From time to time, we hear reports of naturalization ceremonies around the country. It’s usually around a major federal holiday, such as Independence Day. There often is a scene showing the new citizens holding American flags, and then the news is on to the next item. As we reach the end of one year and start another, I thought it would be interesting to take a look at some statistics of these new citizens.

U.S. Citizenship and Immigration Services proudly announced that even with pandemic-related office closures and reduced capacity, it was able to return to pre-pandemic naturalization numbers for the federal fiscal ending September 30, 2021 (FY 2021). There were 809,100 new citizens for the fiscal year. For the past decade, more than 7.4 million individuals became U.S. citizens. They came from far and wide.

For FY 2021, the top five countries of birth represented were Mexico (13.9%), India (7%), Philippines (6%), Cuba (5.9%), and Dominican Republic (3.4%). The top five locations, in order of most to least, where the new citizens reside are Miami, Brooklyn, Los Angeles, Bronx, and Houston. The overall top 10 states, beginning with the most, were California, Florida, New York, Texas, New Jersey, Massachusetts, Illinois, Virginia, Washington, and Pennsylvania. The median age was 41, and women outnumbered men by 56.1% to 43.9%.

Before applying to become a citizen through the naturalization process, individuals first must have been a permanent resident for five years, or, if married to and living with a U.S. citizen, three years. In looking at the FY 2021 numbers, the median numbers of years of permanency residency before applying for naturalization was 7.3. The median residency for persons born in Mexico was 10.7 years, while for those born in Canada it was 10 years.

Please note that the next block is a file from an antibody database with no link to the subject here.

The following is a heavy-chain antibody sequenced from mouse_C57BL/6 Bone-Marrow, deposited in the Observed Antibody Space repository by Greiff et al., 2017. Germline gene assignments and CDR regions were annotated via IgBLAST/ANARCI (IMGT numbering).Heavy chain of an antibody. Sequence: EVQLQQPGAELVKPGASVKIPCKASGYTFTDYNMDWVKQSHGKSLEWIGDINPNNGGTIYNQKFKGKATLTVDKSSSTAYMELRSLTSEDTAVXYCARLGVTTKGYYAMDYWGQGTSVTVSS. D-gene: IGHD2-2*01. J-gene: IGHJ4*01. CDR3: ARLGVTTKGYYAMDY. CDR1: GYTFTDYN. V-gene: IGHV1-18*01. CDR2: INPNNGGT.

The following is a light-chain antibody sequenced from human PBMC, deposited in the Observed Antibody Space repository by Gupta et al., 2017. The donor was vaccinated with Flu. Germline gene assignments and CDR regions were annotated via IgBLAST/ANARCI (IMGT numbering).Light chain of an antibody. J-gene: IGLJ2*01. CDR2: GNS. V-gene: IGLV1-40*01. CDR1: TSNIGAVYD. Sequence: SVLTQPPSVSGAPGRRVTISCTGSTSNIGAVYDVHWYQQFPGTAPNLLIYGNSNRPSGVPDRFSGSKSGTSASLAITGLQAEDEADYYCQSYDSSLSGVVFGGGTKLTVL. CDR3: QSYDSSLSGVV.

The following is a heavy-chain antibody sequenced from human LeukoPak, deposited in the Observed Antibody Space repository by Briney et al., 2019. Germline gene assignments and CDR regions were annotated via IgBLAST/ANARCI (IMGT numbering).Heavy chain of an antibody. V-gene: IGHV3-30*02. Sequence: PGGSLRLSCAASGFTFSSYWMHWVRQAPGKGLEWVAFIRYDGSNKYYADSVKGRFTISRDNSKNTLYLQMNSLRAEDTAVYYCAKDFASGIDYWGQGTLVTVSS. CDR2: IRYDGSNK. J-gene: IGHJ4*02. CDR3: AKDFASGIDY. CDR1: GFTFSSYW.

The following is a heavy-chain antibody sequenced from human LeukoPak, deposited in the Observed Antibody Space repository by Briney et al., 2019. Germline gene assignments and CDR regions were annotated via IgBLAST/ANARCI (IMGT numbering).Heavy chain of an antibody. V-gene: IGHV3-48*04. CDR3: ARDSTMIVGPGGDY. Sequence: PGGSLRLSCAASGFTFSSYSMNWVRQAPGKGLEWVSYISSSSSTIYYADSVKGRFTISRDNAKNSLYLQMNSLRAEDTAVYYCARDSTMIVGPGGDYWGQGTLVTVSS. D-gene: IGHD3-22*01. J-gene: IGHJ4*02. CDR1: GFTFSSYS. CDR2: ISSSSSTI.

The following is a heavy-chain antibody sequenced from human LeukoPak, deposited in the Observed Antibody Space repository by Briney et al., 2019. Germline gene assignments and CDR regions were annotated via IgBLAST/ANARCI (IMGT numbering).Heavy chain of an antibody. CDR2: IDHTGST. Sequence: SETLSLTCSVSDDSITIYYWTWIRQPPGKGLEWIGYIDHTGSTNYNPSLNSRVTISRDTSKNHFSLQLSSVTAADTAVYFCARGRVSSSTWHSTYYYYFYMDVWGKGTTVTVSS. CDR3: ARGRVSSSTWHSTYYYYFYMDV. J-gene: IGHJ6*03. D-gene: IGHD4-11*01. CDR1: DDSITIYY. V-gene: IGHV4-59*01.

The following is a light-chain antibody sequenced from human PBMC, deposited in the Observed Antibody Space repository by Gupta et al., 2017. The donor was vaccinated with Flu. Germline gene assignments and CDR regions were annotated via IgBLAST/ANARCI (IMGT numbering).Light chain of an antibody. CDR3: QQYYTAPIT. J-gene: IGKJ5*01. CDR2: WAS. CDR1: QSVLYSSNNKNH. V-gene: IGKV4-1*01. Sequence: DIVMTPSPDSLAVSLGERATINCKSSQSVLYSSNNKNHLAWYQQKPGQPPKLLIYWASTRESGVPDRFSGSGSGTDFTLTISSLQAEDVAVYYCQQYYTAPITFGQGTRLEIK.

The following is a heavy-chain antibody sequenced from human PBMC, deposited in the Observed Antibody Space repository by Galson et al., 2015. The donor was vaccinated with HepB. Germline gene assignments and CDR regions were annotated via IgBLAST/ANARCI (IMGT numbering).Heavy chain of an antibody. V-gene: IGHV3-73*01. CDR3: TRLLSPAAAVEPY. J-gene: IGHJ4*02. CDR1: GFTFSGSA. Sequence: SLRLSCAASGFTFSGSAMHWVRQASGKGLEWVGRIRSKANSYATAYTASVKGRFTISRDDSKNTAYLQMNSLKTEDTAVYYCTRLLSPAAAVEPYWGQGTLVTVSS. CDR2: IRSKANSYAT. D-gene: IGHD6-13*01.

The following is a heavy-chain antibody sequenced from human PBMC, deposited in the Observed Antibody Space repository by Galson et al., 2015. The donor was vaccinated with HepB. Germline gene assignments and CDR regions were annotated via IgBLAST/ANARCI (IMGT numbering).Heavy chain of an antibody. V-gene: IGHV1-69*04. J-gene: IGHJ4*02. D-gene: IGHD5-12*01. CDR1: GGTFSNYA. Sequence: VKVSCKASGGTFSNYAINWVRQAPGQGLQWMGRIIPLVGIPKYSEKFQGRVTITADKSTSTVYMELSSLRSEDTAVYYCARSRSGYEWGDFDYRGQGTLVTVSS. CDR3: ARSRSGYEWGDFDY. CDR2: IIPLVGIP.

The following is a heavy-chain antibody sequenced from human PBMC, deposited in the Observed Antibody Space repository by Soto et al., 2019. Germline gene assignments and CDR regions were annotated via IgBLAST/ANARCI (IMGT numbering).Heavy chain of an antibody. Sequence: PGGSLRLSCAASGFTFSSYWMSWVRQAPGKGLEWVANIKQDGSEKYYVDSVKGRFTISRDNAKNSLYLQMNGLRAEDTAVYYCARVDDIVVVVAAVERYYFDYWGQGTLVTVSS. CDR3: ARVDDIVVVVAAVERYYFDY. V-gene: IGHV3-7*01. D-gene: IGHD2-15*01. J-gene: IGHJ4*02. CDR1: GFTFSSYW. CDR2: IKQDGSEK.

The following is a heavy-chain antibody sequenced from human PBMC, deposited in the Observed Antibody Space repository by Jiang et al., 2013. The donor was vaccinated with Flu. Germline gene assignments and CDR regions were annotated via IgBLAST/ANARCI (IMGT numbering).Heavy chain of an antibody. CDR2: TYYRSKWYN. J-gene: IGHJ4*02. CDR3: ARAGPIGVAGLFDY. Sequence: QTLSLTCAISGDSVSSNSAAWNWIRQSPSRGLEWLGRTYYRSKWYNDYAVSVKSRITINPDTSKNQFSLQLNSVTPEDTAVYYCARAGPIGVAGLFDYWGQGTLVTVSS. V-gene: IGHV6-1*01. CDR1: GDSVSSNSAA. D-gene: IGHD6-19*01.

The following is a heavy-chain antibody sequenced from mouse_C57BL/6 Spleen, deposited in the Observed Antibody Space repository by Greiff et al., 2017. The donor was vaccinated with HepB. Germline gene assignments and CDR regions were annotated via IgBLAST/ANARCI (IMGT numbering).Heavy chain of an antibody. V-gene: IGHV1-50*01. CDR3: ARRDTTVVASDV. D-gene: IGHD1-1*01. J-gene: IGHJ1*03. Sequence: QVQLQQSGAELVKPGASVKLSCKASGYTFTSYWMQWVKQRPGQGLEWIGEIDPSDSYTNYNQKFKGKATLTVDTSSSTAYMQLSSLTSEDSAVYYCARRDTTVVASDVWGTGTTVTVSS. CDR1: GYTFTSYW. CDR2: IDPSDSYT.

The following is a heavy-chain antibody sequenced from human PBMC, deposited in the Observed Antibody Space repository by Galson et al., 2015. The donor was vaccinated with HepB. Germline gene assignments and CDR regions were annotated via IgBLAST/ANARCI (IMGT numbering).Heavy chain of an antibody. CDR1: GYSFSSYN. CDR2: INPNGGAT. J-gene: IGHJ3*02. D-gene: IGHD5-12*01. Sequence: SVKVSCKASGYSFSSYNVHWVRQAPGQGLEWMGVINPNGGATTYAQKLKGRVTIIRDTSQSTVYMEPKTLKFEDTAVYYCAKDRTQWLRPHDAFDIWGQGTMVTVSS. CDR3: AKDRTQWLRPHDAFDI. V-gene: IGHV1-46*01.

In looking at how the new citizens made their way to the United States, the largest group was through family sponsorship. Nearly 60% came to this country through sponsorship by a U.S. citizen or permanent resident relative. The next largest group, which accounted for 14.6% of new citizens, became permanent residents through employment-based sponsorship. Refugees and asylees came next at 14% of all new citizens.

Immigrants continue to come to the United States and eventually become citizens. Their contributions are welcomed and valued. The next year and decade will give yet another opportunity to review and appreciate their diversity.